A Kenmore washer that uses steam heat to clean

Review of the Barolo Kenmore HE5t Steam 4.0 cu. ft. King Size Capacity Plus Front Load Washer.

This front-loading Kenmore HE5t steam washer promises to clean better with blasts of hot steam. And with a roomy 4 cubic feet of washing space, this king-size plus washer easily tackles a king-size quilt.

At about $1,699, the energy-efficient steam model is pricier than the Kenmore HE5t king-size model without the steam, which retails at about $1,299.

The steam washer combines cleaning with SteamCare technology that "virtually eliminates the need for pretreating," clothes stained with everything from blood to oil, according to the company.

The Kenmore HE5t steam washer Sears

The washer works by slowly heating the water and releasing hot steam into the wash tub during the pretreat and wash cycles.

The HE5t gets quite hot, reaching sanitizing temperatures that kill 99.99 percent of many types of bacteria.

Using the steam is optional, however, and the steam makes the entire wash cycle last longer. With steam, a heavy-duty cycle lasts about 2 hours versus about 1 hour, 40 minutes without it.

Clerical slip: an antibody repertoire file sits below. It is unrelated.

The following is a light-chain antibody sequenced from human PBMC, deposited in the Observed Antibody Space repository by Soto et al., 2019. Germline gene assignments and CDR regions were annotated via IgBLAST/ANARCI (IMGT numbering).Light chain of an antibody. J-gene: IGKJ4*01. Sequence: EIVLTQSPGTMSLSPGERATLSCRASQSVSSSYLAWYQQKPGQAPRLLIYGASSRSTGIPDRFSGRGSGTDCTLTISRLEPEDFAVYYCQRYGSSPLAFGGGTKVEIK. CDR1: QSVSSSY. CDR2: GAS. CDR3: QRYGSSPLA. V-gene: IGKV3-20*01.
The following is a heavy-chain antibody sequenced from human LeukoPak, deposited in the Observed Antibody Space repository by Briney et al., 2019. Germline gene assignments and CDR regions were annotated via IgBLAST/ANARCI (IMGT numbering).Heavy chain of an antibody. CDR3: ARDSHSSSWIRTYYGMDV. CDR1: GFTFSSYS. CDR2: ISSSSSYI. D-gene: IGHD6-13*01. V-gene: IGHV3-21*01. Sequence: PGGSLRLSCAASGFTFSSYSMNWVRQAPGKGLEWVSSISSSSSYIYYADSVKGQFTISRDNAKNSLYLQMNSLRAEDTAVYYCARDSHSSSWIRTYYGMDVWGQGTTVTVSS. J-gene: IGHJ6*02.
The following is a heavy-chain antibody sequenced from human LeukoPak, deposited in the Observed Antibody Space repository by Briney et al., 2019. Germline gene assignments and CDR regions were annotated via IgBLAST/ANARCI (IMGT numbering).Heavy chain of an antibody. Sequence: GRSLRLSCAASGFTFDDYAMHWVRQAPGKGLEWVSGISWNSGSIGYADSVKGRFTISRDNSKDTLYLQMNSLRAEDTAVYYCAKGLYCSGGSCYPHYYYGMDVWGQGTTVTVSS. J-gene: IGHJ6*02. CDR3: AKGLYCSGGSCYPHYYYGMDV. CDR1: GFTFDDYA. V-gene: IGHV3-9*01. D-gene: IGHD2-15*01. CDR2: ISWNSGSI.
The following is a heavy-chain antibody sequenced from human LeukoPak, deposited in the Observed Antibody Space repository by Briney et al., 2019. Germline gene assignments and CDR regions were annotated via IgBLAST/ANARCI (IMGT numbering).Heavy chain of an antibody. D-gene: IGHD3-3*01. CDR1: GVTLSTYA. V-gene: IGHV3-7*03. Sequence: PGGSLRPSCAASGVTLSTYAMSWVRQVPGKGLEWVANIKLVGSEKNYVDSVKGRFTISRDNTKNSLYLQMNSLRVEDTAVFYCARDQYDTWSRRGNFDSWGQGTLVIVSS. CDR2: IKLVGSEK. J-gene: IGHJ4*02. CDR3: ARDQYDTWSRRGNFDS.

This model uses both audio and visual controls. Cycles can be customized to determine when the machine will release stain fighters or color-safe bleach. Special cycles accommodate kids' dirty clothes, bulky bedding, or sensitive skin.

The wash basket is made of steel and the top is made of porcelain.

For the energy conscious, this model is an Energy Star, using 77-percent less energy and 73-percent less water than similar models while washing a 20-pound load.

A total of 22 reviewers posting on Sears.comrated this machine 3.6 out of 5 stars. Some claim untangling clothes in this washer is a bother, and a few reported machine malfunctions and a need to replace the model. Others say the machine does a great job of eliminating stains, is quiet, and can handle big loads.

Here are some additional posts on Epinions and GardenWeb that address both Kenmore HE5t models.

The HE5t steam washer comes in white or Barolo (named for an Italian red wine).

About the author

    Kim Girard has written about business and technology for more than a decade, as an editor at CNET News.com, senior writer at Business 2.0 magazine and online writer at Red Herring. As a freelancer, she's written for publications including Fast Company, CIO and Berkeley's Haas School of Business. She also assisted Business Week's Peter Burrows with his 2003 book Backfire, which covered the travails of controversial Hewlett-Packard CEO Carly Fiorina. An avid cook, she's blogged about the joy of cheap wine and thinks about food most days in ways some find obsessive.

     

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